I have thus far managed to avoid the swirling vortex of Cataclysm, even as my friends disappear into it one by one. They do make it hard, though. They make it so hard.
You read an article like this one over at Eurogamer - “What can Topple World of Warcraft?” - and nothing that even looks like an MMO comes readily to mind. That is partially because of the head start, but it’s also that World of Warcraft: Cataclysm is in a very literal sense not the game that launched as World of Warcraft in 2004. If you have a good idea in your game they will just take it, adding your uniqueness to their own. I think it would be easier to topple capitalism itself; competitors may want to start there first.
When you saw Epic Citadel, you were probably as horrified as I was. The technology at play is almost more unnerving than it is interesting; you don’t really know what it takes to make something like this happen, and you’re not sure you want to, because you don’t want to be party to their sorceries. About the only thing you could say about Epic Citadel that was not laudatory (or simply a soundless cord of stretching drool) was that Epic Citadel was not, strictly speaking, a game.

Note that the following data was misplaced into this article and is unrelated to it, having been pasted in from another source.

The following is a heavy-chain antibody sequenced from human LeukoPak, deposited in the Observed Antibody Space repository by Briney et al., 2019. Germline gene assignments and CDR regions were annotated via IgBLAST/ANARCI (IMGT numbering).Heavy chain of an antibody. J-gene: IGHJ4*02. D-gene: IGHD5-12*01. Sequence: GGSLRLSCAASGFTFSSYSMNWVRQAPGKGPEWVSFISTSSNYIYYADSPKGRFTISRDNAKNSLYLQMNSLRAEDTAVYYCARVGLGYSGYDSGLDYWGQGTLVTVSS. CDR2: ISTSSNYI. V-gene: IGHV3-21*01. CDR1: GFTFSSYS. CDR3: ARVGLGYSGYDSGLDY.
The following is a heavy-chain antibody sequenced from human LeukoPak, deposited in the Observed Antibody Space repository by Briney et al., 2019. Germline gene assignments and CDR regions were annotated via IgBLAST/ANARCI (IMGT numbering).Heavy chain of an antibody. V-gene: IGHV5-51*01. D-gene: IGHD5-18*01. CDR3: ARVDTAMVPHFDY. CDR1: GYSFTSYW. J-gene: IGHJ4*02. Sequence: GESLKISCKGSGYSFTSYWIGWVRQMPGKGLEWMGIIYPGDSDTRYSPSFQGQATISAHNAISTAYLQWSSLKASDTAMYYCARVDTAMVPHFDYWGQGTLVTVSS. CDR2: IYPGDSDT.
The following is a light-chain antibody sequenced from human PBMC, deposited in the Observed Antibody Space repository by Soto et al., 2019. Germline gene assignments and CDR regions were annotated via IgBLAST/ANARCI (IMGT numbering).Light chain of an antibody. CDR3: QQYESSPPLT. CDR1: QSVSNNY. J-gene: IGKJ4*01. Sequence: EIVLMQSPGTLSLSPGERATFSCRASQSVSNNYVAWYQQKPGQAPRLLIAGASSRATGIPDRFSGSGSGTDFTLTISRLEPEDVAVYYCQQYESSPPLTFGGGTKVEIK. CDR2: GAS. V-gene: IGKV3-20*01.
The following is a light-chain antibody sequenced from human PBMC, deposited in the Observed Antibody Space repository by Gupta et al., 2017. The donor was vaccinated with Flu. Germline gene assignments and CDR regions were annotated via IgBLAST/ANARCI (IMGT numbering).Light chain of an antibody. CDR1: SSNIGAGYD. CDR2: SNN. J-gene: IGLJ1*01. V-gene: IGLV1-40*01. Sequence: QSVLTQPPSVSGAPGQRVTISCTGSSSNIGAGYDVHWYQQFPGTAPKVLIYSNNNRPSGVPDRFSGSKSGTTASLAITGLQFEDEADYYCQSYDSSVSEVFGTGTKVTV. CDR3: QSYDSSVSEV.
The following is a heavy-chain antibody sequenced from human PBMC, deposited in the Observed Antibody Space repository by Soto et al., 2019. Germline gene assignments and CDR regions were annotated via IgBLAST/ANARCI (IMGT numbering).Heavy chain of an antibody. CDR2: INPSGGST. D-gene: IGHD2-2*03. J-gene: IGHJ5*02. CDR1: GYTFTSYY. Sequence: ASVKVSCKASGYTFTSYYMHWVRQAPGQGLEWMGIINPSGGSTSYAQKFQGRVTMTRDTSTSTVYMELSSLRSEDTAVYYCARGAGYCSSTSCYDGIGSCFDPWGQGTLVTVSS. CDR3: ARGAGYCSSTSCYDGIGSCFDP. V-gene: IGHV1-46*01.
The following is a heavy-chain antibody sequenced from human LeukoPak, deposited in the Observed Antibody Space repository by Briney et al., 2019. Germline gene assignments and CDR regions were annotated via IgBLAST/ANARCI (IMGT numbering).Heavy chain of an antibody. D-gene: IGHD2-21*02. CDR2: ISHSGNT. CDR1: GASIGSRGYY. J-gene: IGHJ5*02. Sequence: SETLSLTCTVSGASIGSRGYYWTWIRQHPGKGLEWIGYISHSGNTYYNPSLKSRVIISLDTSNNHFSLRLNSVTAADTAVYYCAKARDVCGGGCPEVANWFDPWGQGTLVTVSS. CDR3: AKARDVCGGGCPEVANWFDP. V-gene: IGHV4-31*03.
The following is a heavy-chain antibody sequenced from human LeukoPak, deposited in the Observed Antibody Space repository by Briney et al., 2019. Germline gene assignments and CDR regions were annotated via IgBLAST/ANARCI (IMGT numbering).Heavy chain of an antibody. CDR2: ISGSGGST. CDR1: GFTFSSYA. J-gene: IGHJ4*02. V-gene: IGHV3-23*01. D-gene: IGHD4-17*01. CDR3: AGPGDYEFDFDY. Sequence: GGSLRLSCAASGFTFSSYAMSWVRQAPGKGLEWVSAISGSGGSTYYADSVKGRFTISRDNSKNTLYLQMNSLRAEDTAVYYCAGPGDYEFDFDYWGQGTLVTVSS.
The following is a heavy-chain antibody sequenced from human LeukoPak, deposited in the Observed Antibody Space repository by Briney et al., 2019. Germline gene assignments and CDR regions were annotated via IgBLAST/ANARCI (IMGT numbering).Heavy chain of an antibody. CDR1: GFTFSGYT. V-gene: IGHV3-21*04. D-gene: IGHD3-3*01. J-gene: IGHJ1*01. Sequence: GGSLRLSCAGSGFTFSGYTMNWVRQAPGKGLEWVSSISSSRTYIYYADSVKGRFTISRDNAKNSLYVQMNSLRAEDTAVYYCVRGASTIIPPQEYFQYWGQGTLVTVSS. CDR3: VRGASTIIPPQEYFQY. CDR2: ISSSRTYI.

At six dollars, Infinity Blade - what happens when Epic Citadel is all growed up - is a king’s ransom compared to most games for the system. The reason becomes obvious very quickly: it runs on every iDevice 3GS and beyond, and it looks like it could be running on the PS3. It’s got a cool recursive hook that provides a optimally calibrated narrative threshold, neither to heavy nor too light for a game that lives on your pocket and could be interrupted at any time by a call from your mom.
You should buy it just to freak your friends out, that’s reason enough, but the fact that it’s fun in addition to being a technical and artistic feat drastically escalates the Purchase Factor. Swiping sword combos, hinged on light exploration and satisfying timing-based parries, dodges, and blocks; loot, customization, and progression. That this is their first shot out the gate is incredible. I’ve had fun with several games on these iThings, true, but I’m rarely surprised. That is no longer the case.